Mark Esper has been fired by President Donald J. Trump and he has been replaced by someone described as a “Horse Soldier” as the Secretary of National Defense, the story that emerges from look at the intersection of both points of data may show that the Media’s harassment of administration officials could be like facing a type of war.
Esper’s final email to his Pentagon staff did not pick a conflict with Trump, Esper honored the work he had done during his time with the Trump administration, he is replaced by a combat soldier.
ENTER THE HORSE SOLDIER:
Former Defense Secretary Mark Esper, who was fired by President Donald J. Trump on Twitter, issued a final memo to Pentagon staff, after no real surprise to anyone because Esper had had conflicts with Trump over the riots around the country starting in May.
Esper argued with Trump over several high-profile military issues, including the potential use of active-duty troops to quell civil unrest in riots under the Insurrection Act.
Esper’s farewell memo, however, avoided controversy and denunciation, dwelling instead on Defense Department milestones and accomplishments during the 18 months he spent in the position.
“Together, we have made solid progress implementing the National Defense Strategy by modernizing the force, improving its readiness, strengthening ties with allies and partners, and reforming the Department to make it more efficient. We have also made major strides in taking care of our military personnel, spouses, and their families, and launched important initiatives to improve diversity, inclusion, and equity in the armed services,” Esper wrote in the memo.
“At the same time, we stood up the Space Force and Space Command, recapitalized the nuclear triad, expanded the authorities and resources of Cyber Command, and proposed a bold vision for a future Navy.”
U.S. Space Force will mark its first birthday as a military service Dec. 20, a month before the inauguration of Joe Biden as the 46th president of the United States. Esper has also been behind an aggressive push for a larger Navy fleet, calling recently for 500 ships — well beyond the 355 the service previously said it needed.
Esper said these developments had “improved the security of the United States and advanced our interests abroad.” He noted further that these steps had taken place in the context of a global pandemic, threats from Iran, the specter of Russia and China, ongoing deployments to the Middle East and “a charged political atmosphere here at home.”
“In my first message to the Department in June 2019, I emphasized the great importance I place on a commitment by all, and especially Leaders, to those values and behaviors that represent the best of the military profession and mark the character and integrity of the Armed Forces the American people respect and admire,” Esper wrote. “I want to thank you all for living up to that standard, for remaining apolitical, and for honoring your oath to the Constitution. While I step aside knowing that there is much more we could accomplish together to advance America’s national security, there is much achieved in the time we had to improve the readiness, capabilities, and professionalism of the joint force, while fundamentally transforming and preparing it for the future.”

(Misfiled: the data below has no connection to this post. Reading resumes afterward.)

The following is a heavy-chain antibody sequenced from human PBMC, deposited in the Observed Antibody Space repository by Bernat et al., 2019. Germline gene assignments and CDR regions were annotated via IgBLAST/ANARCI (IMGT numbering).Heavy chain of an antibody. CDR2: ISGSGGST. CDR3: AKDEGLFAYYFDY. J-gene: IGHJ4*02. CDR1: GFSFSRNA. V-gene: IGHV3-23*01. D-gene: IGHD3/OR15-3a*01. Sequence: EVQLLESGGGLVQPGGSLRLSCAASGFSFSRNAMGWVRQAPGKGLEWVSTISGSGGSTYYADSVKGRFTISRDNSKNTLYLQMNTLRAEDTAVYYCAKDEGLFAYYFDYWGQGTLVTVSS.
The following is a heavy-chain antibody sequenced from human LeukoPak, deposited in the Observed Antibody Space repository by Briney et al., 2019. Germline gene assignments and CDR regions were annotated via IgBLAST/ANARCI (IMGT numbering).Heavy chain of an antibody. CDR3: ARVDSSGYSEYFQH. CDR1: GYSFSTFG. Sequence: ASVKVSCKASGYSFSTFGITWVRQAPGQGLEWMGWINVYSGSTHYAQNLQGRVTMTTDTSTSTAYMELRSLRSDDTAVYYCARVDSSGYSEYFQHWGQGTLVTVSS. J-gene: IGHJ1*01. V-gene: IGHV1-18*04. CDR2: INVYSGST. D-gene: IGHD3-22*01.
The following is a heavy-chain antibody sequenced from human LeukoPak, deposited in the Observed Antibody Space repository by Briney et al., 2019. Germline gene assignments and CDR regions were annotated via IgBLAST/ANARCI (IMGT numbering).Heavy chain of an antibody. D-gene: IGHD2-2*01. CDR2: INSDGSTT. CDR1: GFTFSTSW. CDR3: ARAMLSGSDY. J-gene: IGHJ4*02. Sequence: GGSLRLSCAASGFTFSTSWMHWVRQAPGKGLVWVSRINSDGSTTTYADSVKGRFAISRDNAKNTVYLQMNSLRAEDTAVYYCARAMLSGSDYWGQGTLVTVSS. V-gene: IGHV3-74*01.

Military.com reported, “Esper, who previously served as Army secretary, also pushed through the DoD “night court” reforms, echoing a similar Army effort, which cut a reported $7 billion in Defense Department spending.
A former Army infantry officer, he worked for the conservative think tank Heritage Foundation, as a congressional staffer, and later for defense industry giant Raytheon before becoming Army secretary in 2017. He was sworn in as defense secretary July 23, 2019.”
In late October, The New York Times called Esper, a “dead man walking,” after harassing him calling him a “Yes Man” and mocking him in the media.
Esper is replaced by Christopher C. Miller, former director of the National Counterterrorism Center, as acting defense secretary.
“Stay focused on your mission, remain steadfast in your pursuit of excellence, and always do the right thing,” he said. “Following these imperatives will ensure you remain the most ready, respected, and capable military force in the world, which is what our Nation expects and deserves.”
Military.com reported on Esper’s replacement:
“When President Donald Trump announced Monday via tweet that he’d fired Defense Secretary Mark Esper and installed Christopher C. Miller, head of the National Counterterrorism Center, as acting civilian leader of the Pentagon, some Washington insiders scratched their heads.
Miller, though a former deputy assistant secretary of defense for Special Operations and Combating Terrorism, is not among the most prominent national security names, and the move from leading the relatively small four-directorate NCTC to the entire Defense Department represents a leap.”
But those who know the former Army Special Forces officer and have worked with him describe him as a standout leader who has, at every level of his career, kept perspective on the national impacts of his work and overarching defense strategy.
As a company commander with 5th Special Forces Group, Miller helped to direct the first, covert invasion of Afghanistan following the Sept. 11, 2001, terror attacks. A small number of Green Berets from 5th Group, some of them on horseback, were sent to defeat the Taliban in an operation depicted years later in the feature film “12 Strong.”
I will be following any shifts or changes in policy.
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Author: Kari Donovan